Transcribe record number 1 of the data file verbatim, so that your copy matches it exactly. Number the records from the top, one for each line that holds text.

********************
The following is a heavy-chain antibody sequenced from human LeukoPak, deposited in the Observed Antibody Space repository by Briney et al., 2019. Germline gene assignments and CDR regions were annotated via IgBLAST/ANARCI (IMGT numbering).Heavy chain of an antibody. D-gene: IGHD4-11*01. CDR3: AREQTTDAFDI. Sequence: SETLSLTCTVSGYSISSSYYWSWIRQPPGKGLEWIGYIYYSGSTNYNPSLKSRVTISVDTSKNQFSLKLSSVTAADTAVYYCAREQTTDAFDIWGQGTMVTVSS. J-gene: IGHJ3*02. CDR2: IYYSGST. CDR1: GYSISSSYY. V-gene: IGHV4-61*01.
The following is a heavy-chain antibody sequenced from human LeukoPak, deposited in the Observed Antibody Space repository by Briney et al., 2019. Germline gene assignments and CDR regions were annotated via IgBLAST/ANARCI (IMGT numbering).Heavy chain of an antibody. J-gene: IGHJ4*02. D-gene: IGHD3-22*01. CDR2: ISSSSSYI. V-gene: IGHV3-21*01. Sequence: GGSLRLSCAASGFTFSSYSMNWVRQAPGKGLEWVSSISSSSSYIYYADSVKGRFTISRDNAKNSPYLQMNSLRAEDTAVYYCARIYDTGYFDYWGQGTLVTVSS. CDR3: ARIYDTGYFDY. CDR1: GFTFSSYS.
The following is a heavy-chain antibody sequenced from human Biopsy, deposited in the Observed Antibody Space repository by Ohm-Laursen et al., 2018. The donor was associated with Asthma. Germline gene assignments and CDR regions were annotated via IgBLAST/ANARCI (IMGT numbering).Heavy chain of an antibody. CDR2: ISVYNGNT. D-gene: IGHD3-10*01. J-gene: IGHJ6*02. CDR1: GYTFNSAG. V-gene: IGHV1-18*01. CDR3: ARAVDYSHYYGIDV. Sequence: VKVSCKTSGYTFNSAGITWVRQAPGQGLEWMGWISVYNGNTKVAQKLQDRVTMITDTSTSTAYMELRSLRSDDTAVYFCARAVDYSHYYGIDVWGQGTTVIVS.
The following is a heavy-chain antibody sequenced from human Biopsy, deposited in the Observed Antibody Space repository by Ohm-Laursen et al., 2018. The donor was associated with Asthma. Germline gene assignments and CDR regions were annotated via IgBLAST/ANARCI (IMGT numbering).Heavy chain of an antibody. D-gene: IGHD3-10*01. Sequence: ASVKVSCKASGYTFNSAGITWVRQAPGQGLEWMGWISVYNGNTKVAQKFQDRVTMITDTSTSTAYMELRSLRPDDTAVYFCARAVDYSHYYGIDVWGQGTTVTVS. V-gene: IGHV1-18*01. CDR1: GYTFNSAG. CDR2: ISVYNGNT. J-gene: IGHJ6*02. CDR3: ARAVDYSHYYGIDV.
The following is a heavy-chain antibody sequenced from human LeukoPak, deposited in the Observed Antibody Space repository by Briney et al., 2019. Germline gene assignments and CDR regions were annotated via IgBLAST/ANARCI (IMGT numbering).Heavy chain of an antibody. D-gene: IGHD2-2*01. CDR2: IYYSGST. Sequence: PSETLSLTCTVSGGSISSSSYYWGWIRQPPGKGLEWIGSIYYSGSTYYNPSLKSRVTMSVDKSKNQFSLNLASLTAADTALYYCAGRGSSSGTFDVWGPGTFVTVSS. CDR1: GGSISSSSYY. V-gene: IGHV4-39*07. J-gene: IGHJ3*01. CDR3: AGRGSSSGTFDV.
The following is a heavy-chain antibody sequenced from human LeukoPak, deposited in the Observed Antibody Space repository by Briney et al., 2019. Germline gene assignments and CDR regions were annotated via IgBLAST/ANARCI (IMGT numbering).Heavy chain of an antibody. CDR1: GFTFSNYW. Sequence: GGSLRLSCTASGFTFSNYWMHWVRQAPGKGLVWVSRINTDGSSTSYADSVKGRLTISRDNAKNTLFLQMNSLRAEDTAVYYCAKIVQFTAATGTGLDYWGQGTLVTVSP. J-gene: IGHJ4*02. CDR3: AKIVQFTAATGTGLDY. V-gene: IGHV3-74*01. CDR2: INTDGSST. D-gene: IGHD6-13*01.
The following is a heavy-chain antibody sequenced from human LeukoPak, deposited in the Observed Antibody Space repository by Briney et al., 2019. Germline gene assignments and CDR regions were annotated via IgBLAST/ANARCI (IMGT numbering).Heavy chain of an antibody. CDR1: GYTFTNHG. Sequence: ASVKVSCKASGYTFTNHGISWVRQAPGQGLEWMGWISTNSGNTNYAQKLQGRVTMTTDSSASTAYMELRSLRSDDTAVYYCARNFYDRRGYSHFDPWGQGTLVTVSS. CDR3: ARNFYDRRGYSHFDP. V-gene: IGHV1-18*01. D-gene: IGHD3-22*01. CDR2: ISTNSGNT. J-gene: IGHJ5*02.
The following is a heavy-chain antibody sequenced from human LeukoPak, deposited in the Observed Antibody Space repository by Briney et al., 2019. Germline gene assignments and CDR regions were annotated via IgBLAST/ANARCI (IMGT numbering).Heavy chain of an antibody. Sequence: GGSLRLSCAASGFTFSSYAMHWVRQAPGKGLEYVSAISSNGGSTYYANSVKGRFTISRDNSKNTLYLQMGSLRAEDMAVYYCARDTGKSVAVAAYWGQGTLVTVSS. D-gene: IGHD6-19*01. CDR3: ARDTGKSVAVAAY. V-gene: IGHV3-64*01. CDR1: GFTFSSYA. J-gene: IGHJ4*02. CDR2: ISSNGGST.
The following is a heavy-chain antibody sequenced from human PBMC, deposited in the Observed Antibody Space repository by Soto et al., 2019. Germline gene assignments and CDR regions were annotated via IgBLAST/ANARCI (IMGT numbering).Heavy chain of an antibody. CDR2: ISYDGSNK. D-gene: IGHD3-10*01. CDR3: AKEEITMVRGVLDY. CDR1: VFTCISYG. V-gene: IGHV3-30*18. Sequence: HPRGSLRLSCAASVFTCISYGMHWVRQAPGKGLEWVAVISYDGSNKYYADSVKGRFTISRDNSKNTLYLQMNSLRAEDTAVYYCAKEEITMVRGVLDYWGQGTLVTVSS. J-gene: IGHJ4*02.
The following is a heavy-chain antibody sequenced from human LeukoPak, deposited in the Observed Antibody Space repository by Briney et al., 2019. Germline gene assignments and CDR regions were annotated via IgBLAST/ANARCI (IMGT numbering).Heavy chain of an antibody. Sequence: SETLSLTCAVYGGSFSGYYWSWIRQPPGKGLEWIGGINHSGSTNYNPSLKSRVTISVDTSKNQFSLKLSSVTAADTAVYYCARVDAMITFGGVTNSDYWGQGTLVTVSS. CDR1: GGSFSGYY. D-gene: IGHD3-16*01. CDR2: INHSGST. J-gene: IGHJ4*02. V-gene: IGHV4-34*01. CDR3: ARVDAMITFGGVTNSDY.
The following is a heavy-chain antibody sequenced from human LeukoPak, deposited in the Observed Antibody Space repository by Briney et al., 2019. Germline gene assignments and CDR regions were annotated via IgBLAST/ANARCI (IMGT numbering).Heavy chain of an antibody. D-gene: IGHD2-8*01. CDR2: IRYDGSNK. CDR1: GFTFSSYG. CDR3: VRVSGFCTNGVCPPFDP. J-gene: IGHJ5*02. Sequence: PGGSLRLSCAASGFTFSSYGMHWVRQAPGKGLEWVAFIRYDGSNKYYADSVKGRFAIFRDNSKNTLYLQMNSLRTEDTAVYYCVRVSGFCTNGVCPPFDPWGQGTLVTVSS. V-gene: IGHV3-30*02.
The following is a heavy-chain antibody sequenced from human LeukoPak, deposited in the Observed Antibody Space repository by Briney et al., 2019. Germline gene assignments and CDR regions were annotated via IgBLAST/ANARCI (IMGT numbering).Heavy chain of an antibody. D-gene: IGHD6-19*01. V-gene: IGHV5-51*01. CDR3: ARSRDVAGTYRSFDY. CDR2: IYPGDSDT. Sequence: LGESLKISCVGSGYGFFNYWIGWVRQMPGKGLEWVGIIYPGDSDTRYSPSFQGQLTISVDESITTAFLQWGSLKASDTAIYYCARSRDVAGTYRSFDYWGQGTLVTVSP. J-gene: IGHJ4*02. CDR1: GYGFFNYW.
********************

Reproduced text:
The following is a heavy-chain antibody sequenced from human LeukoPak, deposited in the Observed Antibody Space repository by Briney et al., 2019. Germline gene assignments and CDR regions were annotated via IgBLAST/ANARCI (IMGT numbering).Heavy chain of an antibody. D-gene: IGHD4-11*01. CDR3: AREQTTDAFDI. Sequence: SETLSLTCTVSGYSISSSYYWSWIRQPPGKGLEWIGYIYYSGSTNYNPSLKSRVTISVDTSKNQFSLKLSSVTAADTAVYYCAREQTTDAFDIWGQGTMVTVSS. J-gene: IGHJ3*02. CDR2: IYYSGST. CDR1: GYSISSSYY. V-gene: IGHV4-61*01.